The future for artificial intelligence (AI) solutions in healthcare analytics can best be summed up in two words—explosive and exponential. For key decision makers successfully staying on the cutting edge of this technology, it means the potential for big gains and revolutionary change. And for those who may feel they’re a bit behind the curve, it’s not too late to get caught up and start seeing ways to implement these solutions.
With the knowledge of what’s at stake here, what’s the first step for a healthcare leader looking to get involved? How do we go about educating ourselves on what’s possible, how to make it happen, and how to identify the make or break details to get across the finish line?
It all starts with understanding the recipe. What are the proverbial ingredients needed to create, implement, and sustain AI solutions that can drive things like predictive analytics, machine learning, and data-driven clinical decision-making?
In a recent webinar titled Modern Healthcare Innovation Leaders, several leaders in this space shared their thoughts on the key components needed for an effective AI implementation in the healthcare space.
The number one component needed for success is transparency. And the reason transparency is so important is that it drives trust. If clinicians and healthcare leaders can’t trust the technology to deliver accurate and reliable insights, it’s effectively worthless.
Here’s where things get challenging. Everyone remembers their math teachers in school that always asked them to “show their work.” It was a way of tangibly demonstrating to the teacher how you arrived at your conclusion so they could trust your answer. And this is a great solution when the computations were limited to a few lines of notebook paper.
But what happens when there are tens of thousands (or more) calculations happening in real-time over many different data points to reach that conclusion? And what happens when the process of reaching that conclusion changes every time as a result of machine learning?
Algorithms with data inputs and operations that aren’t visible or transparent to the end user are referred to in the industry as “black box AI algorithms”, and they are likely to be an obstacle to provider buy-in. Champions of AI implementations need to find creative ways to build the trust between machine and clinician to drive adoption, and it starts with transparency.
One way to drive that trust is by giving clinicians and end users the ability to provide feedback and be intimately involved in the refinement of the solution. First, this allows them to see more into the inner workings of the algorithm, which helps with transparency. Second, it will inevitably improve the algorithm. And third, when clinicians feel included in the development process, the chances of buy-in are higher.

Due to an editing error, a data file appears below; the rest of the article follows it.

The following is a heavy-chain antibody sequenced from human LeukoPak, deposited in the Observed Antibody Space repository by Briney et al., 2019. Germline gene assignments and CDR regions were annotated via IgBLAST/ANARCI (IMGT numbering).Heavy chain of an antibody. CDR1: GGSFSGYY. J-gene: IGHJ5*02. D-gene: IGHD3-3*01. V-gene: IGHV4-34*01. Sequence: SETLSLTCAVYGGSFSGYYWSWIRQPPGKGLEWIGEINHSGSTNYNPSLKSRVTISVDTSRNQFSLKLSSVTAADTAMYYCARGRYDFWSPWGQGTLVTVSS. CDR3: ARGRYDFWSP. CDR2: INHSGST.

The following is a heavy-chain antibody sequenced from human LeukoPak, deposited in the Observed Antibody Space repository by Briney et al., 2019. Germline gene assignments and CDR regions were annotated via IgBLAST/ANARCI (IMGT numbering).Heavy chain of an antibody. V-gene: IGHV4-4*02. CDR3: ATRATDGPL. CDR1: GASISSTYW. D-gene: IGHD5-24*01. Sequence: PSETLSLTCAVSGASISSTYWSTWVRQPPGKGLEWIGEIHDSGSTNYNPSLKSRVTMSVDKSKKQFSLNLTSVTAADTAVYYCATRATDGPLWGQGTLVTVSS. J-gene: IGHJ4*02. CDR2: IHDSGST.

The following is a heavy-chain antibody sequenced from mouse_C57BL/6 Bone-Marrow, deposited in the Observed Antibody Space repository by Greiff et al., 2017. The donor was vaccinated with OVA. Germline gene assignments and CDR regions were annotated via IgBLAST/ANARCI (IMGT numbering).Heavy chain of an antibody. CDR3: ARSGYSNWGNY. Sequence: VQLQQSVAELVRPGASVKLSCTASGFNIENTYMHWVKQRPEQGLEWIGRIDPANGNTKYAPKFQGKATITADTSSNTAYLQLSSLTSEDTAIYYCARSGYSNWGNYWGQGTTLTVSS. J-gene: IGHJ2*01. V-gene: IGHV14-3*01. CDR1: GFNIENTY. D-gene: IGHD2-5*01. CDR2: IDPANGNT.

3. Tied to a Value Component
Technology for the sake of technology or data for the sake of data are not the way forward with anything. Any AI solution needs to be tied to a value component—a metric that has a marked and impactful change on the goals of the organization. Often, the best way to get there to start with the problem first, develop an intimate understanding of the problem, and work backward. Instead of building it first before deciding how to use it, the solution should be based on a clearly identified problem and the data that is needed for that particular problem.
Not only do these AI solutions need to be tied to a value component, but there needs to be clearly defined targets. People love to talk metrics, but often forget targets and goals. The metric might be readmission rates, but the target may be a specific percentage. And while gains are still possible without this, it limits the ceiling of change and confines the solution to incremental change. When effective targets are in place, though, it pushes the limits of what’s possible and gives the team the opportunity to challenge critical assumptions. This is where revolutionary change begins.
5. Intangible Goals
It’s easy when you start to delve into the data realm to forget the intangibles. Remember, not everything meaningful is measurable, and that’s a critical thing to focus on here. What we need to do is get to the relentless obsession of understanding what really means something to people across functional, social, and emotional dimensions of progress. It’s a tall task, but the truly transformative solutions and business models are born out of a deep understanding of these measures.
For example, a rehab therapist is working with a patient with a hand injury and asks the patient what he is looking forward to when he gains the full use of his hand again. The patient replies that he’d love to laugh again and be able to play his guitar. So, what’s the measure? Laugh again and play the guitar. Discovering and taking into consideration the personal motivators behind patient behavior must also play a role in healthcare solutions.
Learn More Now
If you’d like to hear more of this discussion we’d encourage you to check out the complete webinar. AI may seem like a tall task to tackle, but with the right direction—it’s more feasible than you might think.
Modern Healthcare Innovation Leaders
How Top Health Systems Plan and Execute Innovation